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Broadcast Requirements

Last Updated: Mar 30, 2017 08:46PM PDT

Broadcast Requirements

This article explains the different requirements necessary for broadcasting on Twitch, as well as some common issues and resolutions.  

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This article explains the different requirements necessary for broadcasting on Twitch, as well as some common issues and resolutions.

Index (click to jump):
Broadcast Requirements
Stream Configuration Quality
Troubleshooting Errors
A Note on CBR

The following settings are required to be compatible with broadcasting to the entire site:  

Video Requirements
  • Encoding Profile: Main (preferred) or Baseline
  • Mode: Strict CBR
  • Keyframe Interval: 2 seconds
  • Framerates: 25/30 or 50/60 frames per second
  • Recommended bitrate range - 3-6 megabits per second

Audio Requirements
  • Codec: H.264 (x264)
  • Codec: AAC-LC. Stereo or Mono
  • Recommended Bitrate (for maximum compatibility) 96kbps
  • Maximum audio bit rate: 160 kbps (AAC)
  • Sampling frequency: any (AAC)

Other Broadcasting defaults:
  • Max Broadcast Length: 48 hours

Additional recommendations for broadcast settings can be found here: stream.twitch.tv.

These configurations are already supported and active by default in the latest versions of the most popular broadcast software options on Twitch. If you are running an older version of your broadcasting software, you may have to make a few adjustments. For step-by-step instructions, please see the applicable Knowledge Base articles.

To help you determine whether your stream settings are compatible, there is an ingest feedback feature on your Broadcast Dashboard and Twitch Inspector.

Dashboard configuration check:

 


Inspector configuration check (advanced):
 

 

On your Twitch dashboard, your Broadcast will be rated on its Stream Configuration Quality. Here are the three ratings and what they mean to you:  

Excellent (Stream is stable and configured properly)

  • Twitch hasn’t detected any instability in the stream
  • Configuration checks for codecs, bitrate, settings are looking well so far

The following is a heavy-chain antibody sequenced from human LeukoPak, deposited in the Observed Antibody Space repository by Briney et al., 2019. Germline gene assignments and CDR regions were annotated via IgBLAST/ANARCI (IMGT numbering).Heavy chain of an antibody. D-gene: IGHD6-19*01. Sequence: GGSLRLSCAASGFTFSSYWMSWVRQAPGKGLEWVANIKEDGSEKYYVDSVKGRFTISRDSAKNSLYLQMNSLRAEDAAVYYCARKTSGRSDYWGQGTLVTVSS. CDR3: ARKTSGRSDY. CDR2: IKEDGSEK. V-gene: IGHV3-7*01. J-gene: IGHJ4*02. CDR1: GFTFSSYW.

• Note: This value can fluctuate at time during a live stream.

Acceptable (Some stream incompatibilities)

  • Twitch detected some settings which need tuning. For example: Ingest bitrate is too high, or an incompatible codec is being used.
  • Your Broadcast will be available but some users may experience problems when watching your stream.

Unstable (Important settings are not met)

  • Twitch detected instability in the stream. This will cause buffering, or prevent users from being able to watch video smoothly, and in severe cases, watch at all.

Health checks are the same on dashboard and inspector. The difference will be Inspector will show more advanced details to aid in troubleshooting broadcasting errors.

Here are the four errors you can receive and quick ways to fix them:

Video codec must be set to h.264 (it is currently "{codec}" or "unknown")

  • Wait about 30 seconds and refresh to ensure that your settings are loaded
  • Set your video codec to h.264 (x264) (AVC)
  • If you see this, you are probably running a very strange RTMP encoder. Try to adjust the codec in the settings
  • All the software displayed on http://twitch.tv/broadcast can provide h.264 encoding

Audio codec must be set to AAC (it is currently "{codec}")

  • AAC are supported in HLS, MP3 support has been deprecated
  • Be careful as some of the more exotic hardware encoders come with audio codecs that may not play nice with the transcoding and demuxing tools used on Twitch
  • The software listed on http://twitch.tv/broadcast fully supports MP3 or AAC.

The broadcast is not set to constant bitrate (CBR). [Current average: {avg} kbps, current max: {max} kbps]

  • This means the bitrate is fluctuating too much. On average you are transmitting at {avg}, but peaking at {max}, and the difference is large. Enable CBR in your Broadcast software accordingly.
  • FMLE does not support CBR encoding. Please switch to software that supports this

If you are Broadcasting to Twitch with a recent version of XSplit or OBS, you may have noticed the option to select between VBR (variable bitrate) and CBR (constant bitrate). Twitch suggests that all Broadcasters use CBR for several reasons, all of which relate to the final quality of service (QoS) that your viewers will experience.

The main problem with VBR is during lulls in the action: paused games, hero selection screens, even famous talking heads. During these sections of video, VBR streams produce a significantly lower bitrate, which can cause issues on pretty much any end-user connection when the bitrate spikes back up during the action (team fights, Protoss vs. Protoss battles, 2GD petting Victory Cat). This is due to interactions between multiple RTMP, other TCP streams, routers, buffers, and a whole complex morass of tech buzzwords.

VBR also leads to issues when sending data to the Twitch network over many ISPs. When connecting to Twitch, the route your ISP takes may not be stable enough to handle sudden increases in bandwidth, leading to “broadcast starvation.”

Broadcaster starvation (instability) is when video data is not arriving on time, or completely missing to twitch servers. This happens when there are network problems between you and twitch, when you attempt to stream at a bitrate that is too high for your network/isp, or have problems with your router causing frames to be dropped before entering the Twitch network. This leads to lag for everyone including people watching on your lower resolutions, buffering, and stream disconnections.

TL;DR
Variable bitrate is bad for video over the internet due to how TCP (the internet protocol most streaming video uses) works, and you should use CBR whenever possible.